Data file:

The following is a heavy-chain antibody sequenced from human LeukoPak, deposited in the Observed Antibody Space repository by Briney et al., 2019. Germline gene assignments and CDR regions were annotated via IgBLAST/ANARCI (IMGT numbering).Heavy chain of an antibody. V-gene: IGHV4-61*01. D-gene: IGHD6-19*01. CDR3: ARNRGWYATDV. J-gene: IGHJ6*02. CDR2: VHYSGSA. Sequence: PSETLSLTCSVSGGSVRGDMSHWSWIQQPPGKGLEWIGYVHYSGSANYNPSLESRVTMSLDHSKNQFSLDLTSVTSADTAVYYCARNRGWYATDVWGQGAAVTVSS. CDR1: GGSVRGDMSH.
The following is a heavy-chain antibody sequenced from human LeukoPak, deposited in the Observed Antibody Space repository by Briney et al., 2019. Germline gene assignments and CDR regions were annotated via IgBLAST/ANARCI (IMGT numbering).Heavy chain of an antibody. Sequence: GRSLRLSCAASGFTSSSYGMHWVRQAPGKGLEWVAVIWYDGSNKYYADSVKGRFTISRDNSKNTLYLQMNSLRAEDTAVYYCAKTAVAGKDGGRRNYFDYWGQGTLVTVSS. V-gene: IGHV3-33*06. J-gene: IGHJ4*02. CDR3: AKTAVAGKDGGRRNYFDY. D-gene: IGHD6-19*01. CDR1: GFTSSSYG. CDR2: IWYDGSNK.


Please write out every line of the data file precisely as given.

The following is a heavy-chain antibody sequenced from human LeukoPak, deposited in the Observed Antibody Space repository by Briney et al., 2019. Germline gene assignments and CDR regions were annotated via IgBLAST/ANARCI (IMGT numbering).Heavy chain of an antibody. V-gene: IGHV4-61*01. D-gene: IGHD6-19*01. CDR3: ARNRGWYATDV. J-gene: IGHJ6*02. CDR2: VHYSGSA. Sequence: PSETLSLTCSVSGGSVRGDMSHWSWIQQPPGKGLEWIGYVHYSGSANYNPSLESRVTMSLDHSKNQFSLDLTSVTSADTAVYYCARNRGWYATDVWGQGAAVTVSS. CDR1: GGSVRGDMSH.
The following is a heavy-chain antibody sequenced from human LeukoPak, deposited in the Observed Antibody Space repository by Briney et al., 2019. Germline gene assignments and CDR regions were annotated via IgBLAST/ANARCI (IMGT numbering).Heavy chain of an antibody. Sequence: GRSLRLSCAASGFTSSSYGMHWVRQAPGKGLEWVAVIWYDGSNKYYADSVKGRFTISRDNSKNTLYLQMNSLRAEDTAVYYCAKTAVAGKDGGRRNYFDYWGQGTLVTVSS. V-gene: IGHV3-33*06. J-gene: IGHJ4*02. CDR3: AKTAVAGKDGGRRNYFDY. D-gene: IGHD6-19*01. CDR1: GFTSSSYG. CDR2: IWYDGSNK.